Letter: Fighting for public interest is a ‘civic obligation’
So, the Oregon Student (yes) Public Interest Research Group — are they biased because they fight for the public interest? It’s a hard line to know when you’re being political. I guess that these days wanting clean water, an at-least adequate education, a place to hunt/fish/hike, etc. are political issues.
If supporting the public interest group that fights for the public interest is political, then what isn’t?
Providing wheelchair access is a political issue. Lowering the voting age to 18 was a political issue. Violence against women is still a political issue. “Political” just means relating to government of public affairs of a country. Child labor laws were political issues. Does anyone really believe students shouldn’t work on these issues?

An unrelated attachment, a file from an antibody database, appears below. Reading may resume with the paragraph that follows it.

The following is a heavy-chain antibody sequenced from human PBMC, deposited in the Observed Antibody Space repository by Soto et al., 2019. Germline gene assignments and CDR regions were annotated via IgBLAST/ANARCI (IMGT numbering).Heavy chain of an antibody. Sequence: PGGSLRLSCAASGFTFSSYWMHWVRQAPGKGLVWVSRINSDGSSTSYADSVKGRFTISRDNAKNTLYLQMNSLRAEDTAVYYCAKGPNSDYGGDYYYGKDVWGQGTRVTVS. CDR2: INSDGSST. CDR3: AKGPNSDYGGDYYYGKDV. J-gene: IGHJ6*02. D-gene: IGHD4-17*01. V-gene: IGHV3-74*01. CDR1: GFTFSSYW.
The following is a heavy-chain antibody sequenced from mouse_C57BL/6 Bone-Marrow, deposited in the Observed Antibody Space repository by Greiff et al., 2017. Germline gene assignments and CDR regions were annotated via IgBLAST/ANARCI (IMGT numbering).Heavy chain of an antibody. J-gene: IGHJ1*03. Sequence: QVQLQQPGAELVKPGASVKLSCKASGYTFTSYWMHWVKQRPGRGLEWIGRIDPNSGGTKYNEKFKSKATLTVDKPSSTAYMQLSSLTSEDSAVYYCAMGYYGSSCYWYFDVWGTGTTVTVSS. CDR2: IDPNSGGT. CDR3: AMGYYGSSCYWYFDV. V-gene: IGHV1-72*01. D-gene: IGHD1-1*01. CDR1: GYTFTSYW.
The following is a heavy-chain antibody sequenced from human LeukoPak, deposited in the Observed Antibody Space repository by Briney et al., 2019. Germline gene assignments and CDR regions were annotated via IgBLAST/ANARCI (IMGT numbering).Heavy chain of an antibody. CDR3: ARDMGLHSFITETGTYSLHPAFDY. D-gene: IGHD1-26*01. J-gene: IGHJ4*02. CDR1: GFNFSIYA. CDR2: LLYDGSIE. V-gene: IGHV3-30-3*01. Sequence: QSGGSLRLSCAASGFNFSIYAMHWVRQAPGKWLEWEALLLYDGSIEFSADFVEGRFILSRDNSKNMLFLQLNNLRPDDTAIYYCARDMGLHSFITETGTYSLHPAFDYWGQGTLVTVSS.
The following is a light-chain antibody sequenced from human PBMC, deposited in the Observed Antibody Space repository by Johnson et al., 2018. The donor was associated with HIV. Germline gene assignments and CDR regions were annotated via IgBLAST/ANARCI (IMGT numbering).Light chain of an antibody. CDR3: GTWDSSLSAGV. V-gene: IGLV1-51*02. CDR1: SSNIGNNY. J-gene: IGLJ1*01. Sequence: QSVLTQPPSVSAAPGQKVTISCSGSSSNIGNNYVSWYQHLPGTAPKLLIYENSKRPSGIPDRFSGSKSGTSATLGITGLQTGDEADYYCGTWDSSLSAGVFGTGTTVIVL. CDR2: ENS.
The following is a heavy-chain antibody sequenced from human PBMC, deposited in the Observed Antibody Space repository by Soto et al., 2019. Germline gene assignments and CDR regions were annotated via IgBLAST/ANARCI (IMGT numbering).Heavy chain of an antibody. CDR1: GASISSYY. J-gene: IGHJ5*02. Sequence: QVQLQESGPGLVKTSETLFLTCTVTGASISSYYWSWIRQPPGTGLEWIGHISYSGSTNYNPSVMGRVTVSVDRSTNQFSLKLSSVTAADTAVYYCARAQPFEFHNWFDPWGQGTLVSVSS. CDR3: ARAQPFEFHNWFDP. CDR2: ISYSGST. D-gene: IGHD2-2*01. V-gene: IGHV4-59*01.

If we’re to judge Ben Bowman because he supports things such as wheelchair ramps, clean tap water and not paving over every square inch of our wonderful hunting and hiking places with concrete, then by all means cry out, “send him to the gallows!”
But alas, I am also guilty of wild political partisanship because I also would like a better world and believe that fighting for the public interest is noble. It’s not only a good use of student funds, but a civic obligation, one that I’d walk the Green Mile with Mr. Bowman to protect.
Steven Coatsworth@@http://directory.uoregon.edu/telecom/directory.jsp?p=findpeople%2Ffind_results&m=student&d=person&b=name&[email protected]@
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